Joseph Caryl {Nonconformist 1602-1673} in an attempt to promote the book said: “I have delightfully looked upon these Clusters of Canaan’s Grapes, and have helped them to the Press, that they may be Wine for common drinking; I only mind the reader, that these Grapes yield the New Wine of the Gospel; let him take heed he puts it not into the Old Bottles of envy or of malice, of prejudice or of contempt; if he do, his Bottles will break; and though the wine, {because it is saving wine} cannot but be safe, yet himself will be a loser, yea, in danger to be lost; whereas, his profit and salvation are {I believe, on this side the glory of God} the highest end of the Author, is this publication, as they are of the licenser.”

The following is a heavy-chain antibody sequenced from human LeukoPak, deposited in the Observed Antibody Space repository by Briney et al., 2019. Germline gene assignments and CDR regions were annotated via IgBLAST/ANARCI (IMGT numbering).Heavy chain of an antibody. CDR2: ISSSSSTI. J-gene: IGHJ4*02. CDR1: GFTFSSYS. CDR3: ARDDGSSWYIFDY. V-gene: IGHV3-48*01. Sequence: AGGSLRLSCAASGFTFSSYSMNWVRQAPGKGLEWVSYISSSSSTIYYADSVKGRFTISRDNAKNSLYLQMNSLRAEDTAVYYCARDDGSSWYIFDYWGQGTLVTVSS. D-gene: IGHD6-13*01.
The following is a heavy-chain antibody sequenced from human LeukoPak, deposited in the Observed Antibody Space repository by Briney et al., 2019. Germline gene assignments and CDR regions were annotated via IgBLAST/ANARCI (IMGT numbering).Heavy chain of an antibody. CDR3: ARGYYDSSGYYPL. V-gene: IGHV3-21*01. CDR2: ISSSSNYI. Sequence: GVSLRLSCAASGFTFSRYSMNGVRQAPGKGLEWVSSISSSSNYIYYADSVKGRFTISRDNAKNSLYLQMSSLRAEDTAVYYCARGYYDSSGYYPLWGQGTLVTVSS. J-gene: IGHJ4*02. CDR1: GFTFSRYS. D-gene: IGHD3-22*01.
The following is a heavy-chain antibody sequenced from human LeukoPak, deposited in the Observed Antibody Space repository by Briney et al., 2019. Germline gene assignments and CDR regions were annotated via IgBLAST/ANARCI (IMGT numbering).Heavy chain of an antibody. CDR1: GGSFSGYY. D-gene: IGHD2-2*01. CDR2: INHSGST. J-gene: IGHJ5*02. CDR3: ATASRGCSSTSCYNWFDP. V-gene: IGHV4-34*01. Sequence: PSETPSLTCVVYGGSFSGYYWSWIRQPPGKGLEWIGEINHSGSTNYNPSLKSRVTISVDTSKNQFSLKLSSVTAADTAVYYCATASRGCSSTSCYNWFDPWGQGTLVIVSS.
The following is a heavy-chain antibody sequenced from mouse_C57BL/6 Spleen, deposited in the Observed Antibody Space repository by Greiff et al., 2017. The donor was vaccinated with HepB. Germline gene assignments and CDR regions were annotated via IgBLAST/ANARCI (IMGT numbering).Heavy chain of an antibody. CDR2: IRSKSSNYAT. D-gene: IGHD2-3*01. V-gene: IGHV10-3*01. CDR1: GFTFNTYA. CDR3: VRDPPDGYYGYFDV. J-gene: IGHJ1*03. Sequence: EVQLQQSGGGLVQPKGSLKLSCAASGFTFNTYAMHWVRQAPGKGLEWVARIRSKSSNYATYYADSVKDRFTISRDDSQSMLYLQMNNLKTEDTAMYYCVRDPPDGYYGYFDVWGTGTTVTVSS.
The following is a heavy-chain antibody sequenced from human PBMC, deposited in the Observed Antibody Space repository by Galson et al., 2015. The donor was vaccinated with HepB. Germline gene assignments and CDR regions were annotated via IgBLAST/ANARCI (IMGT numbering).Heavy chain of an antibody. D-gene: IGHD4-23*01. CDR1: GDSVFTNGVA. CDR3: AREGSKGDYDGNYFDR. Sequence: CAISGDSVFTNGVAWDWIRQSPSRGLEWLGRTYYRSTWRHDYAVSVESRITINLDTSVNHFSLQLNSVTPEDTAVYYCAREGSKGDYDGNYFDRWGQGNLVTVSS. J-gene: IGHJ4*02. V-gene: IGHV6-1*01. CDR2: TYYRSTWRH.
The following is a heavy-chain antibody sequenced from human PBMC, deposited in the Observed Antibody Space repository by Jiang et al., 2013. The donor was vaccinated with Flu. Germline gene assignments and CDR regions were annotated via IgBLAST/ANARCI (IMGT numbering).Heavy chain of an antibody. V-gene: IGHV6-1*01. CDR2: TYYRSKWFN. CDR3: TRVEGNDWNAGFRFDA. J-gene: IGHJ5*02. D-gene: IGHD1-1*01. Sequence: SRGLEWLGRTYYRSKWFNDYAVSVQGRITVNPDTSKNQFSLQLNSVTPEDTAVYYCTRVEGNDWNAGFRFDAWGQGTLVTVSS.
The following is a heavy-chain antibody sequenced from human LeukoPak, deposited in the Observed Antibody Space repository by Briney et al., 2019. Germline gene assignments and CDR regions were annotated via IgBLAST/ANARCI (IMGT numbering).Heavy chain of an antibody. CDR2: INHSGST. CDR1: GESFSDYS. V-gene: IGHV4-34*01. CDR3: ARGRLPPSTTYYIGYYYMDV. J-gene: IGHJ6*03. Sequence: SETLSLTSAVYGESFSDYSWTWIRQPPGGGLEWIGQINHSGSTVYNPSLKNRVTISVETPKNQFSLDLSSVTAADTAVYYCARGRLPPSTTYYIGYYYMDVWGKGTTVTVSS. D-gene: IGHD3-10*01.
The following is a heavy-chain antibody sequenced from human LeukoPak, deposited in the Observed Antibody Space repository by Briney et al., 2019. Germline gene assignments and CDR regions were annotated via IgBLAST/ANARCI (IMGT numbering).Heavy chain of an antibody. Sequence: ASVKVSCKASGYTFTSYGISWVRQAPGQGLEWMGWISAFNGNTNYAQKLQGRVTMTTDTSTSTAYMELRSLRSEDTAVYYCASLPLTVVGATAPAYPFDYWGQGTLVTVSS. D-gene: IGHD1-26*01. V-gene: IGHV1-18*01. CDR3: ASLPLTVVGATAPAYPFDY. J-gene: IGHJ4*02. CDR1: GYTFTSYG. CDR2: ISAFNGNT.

In conclusion let us examine a few of Tichborne’s own motives for sending forth his book, as found in its Preface to the Readers: "I know that you will wonder why I mean to appear in print, especially in these times, when plain truths from the most of men, will find nothing else but plain scorn; most men have sight but on one side, and their stomachs so full of crudity’s, that they cannot else but vomit up with scorn in the face of him that brings them, even saving truths; beside you will think I cannot be ignorant but to know, that my very name will prejudice these truths unto many that live by fancy more than faith; such as will cavil with all Truth that comes by hand they like not, and have little other grounds for the Truth they take up, but that it come by such hands that they at present fancy. I confess that I cannot make myself so ignorant as not to understand these things; nor is it my design by appearing in print to make myself public, for I expect by it to be the derision of most men; nor do I print because I think the press wants work, for I am thoroughly convinced that much evil hath overspread this Land by those many unsavoury pamphlets, and those rending, dividing principles which have this way been spread abroad, by which the members of Christ have been scandalized, rent and divided and have almost made themselves a prey to the wild boars, and the subtle foxes, which have no higher ends but to destroy the tender vines. The reasons why I choose to render myself to the world’s scorn in this matter and manner are these: It is the manifesting of his Free Grace that is my design in giving forth freely as I received; and I shall I trust with much more ease bear the reproaches of the world than I could a concealment of the love of God in Christ. - God hath moulded me into his will, and I do freely cast myself upon his love and power, to bear up my spirit to carry me through good and evil reports, and I hope shall ever esteem of this worlds scorn as not worthy of thoughts in that day when God shall manifest his will and work to me. A second reason why I thus appear, is that I might be a Christian servant to fellow saints. God is as free in giving as he is in saving, he gives what he pleaseth, how he pleaseth, when he pleaseth, and by whom he pleaseth; and this I have in some measure experienced of God, and I think it my duty to be a servant to God and to fellow saints, to bring unto them what I have received from him. When saints reveal their knowledge and experience of God, they do thereby confirm, strengthen and build up one another in their most holy faith; and I know of no higher work that saints on earth have than this, and were it more in practice, I do verily believe that the beauty of holiness and the power of godliness would be more transparent; but instead of serving one another this way in the Spirit of God, we are devouring and destroying one another by an evil spirit of lying and slandering, and needless jealousies one of another. This is either in the beginning or the end of most men’s discourses, of their printings; and it hath been, where I am sure it ought not to be, in men’s preachings. These tares which the evil man hath sown amongst the good seed have exceedingly scandalized the Gospel of Christ with the professors thereof; and if God delight in this generation, he will exceedingly humble us under this very thing. Instead of crucifying Christ in one another, saints should be servants to carry Christ to each other; I mean their light in Christ, and their experiences of the love, faithfulness and holiness of God. This would increase love to God and his people instead of devouring; beget embracings into the bosom and arms of love, and faithfulness; not to stab and scandalize, but to honour and vindicate every child of God. A third reason that moves me in this, to stir up those many thousands which this land affords that are abundantly more able to take up this necessary work. Truly it is sad to see how frothy and light things do take up the spirits of able and godly men, when is this only thing necessary is as it were quite forgotten, not only dead but buried out of sight. I do believe these last seven years have brought forth as little of this fruit, as any seven years before, in which men did complain that they dare not send truths abroad, lest in so doing they should be confined to prisons. Had the seven years liberty that the Press has had been improved in this, through the blessing of God, it might have left such monuments of God in the world as after ages might have blessed him for. I do believe Satan hath blinded much of this work from appearing by the scandal and reproach of the world which is usually cast upon it; truly I found it a very hard thing to get over, but when God gave me to understand, that the good and comfort of one soul was of greater weight than the reproach of all the world, I was immediately carried above that temptation, and I hear mention it to stir up others to the same work; for doubtless God hath many thousand poor saints in this Kingdom which will gladly gather up those pearls of Divine truths, which the swine of the world trample under their feet; and if but one soul bless God in truth for the revealing of these truths, though many thousands profane ones should come scorn me to my face, yet I shall not lose my end, nor repent of my reproaches, if God be honoured by them. My last reason is to give the world a true discovery of my spirit, and light in those things which I count weighty, and every Truth of them to be more concernment than a thousand worlds. I cannot tell the thoughts of men concerning myself, nor will presume to take the place of God to judge the thoughts of any; but this I can truly tell that in the following truths I have clearly opened my heart to the view of every reader, and have faithfully given to the world what light God hath given to me in those main truths and fundamentals of Salvation, in which my soul lives, and what I can cheerfully die in, the next moment. - I shall hold you no longer in the porch, but open every door of the house that you may both read and see the truths of God made known by his Spirit, to the weakest, and one as unworthy as any of his servants." Robert Tichborne.